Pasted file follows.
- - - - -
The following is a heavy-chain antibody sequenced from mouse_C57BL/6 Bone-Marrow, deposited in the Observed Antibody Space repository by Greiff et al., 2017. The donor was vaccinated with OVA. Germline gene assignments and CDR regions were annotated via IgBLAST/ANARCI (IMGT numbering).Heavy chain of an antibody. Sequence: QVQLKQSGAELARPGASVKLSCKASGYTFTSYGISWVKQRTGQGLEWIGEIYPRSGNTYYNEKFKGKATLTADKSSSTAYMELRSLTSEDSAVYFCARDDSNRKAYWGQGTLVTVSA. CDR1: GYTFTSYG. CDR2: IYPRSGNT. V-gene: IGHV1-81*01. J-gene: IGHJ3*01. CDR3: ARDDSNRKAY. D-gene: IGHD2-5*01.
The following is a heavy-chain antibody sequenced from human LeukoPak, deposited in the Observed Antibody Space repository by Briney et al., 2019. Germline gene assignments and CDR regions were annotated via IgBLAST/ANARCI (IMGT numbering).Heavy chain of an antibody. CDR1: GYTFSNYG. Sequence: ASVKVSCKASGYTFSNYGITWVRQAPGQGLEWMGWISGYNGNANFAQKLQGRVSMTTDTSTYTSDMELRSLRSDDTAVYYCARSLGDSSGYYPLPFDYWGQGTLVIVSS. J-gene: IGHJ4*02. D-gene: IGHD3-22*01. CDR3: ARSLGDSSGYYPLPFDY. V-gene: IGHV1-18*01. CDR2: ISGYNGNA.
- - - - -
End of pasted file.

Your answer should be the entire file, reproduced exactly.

The following is a heavy-chain antibody sequenced from mouse_C57BL/6 Bone-Marrow, deposited in the Observed Antibody Space repository by Greiff et al., 2017. The donor was vaccinated with OVA. Germline gene assignments and CDR regions were annotated via IgBLAST/ANARCI (IMGT numbering).Heavy chain of an antibody. Sequence: QVQLKQSGAELARPGASVKLSCKASGYTFTSYGISWVKQRTGQGLEWIGEIYPRSGNTYYNEKFKGKATLTADKSSSTAYMELRSLTSEDSAVYFCARDDSNRKAYWGQGTLVTVSA. CDR1: GYTFTSYG. CDR2: IYPRSGNT. V-gene: IGHV1-81*01. J-gene: IGHJ3*01. CDR3: ARDDSNRKAY. D-gene: IGHD2-5*01.
The following is a heavy-chain antibody sequenced from human LeukoPak, deposited in the Observed Antibody Space repository by Briney et al., 2019. Germline gene assignments and CDR regions were annotated via IgBLAST/ANARCI (IMGT numbering).Heavy chain of an antibody. CDR1: GYTFSNYG. Sequence: ASVKVSCKASGYTFSNYGITWVRQAPGQGLEWMGWISGYNGNANFAQKLQGRVSMTTDTSTYTSDMELRSLRSDDTAVYYCARSLGDSSGYYPLPFDYWGQGTLVIVSS. J-gene: IGHJ4*02. D-gene: IGHD3-22*01. CDR3: ARSLGDSSGYYPLPFDY. V-gene: IGHV1-18*01. CDR2: ISGYNGNA.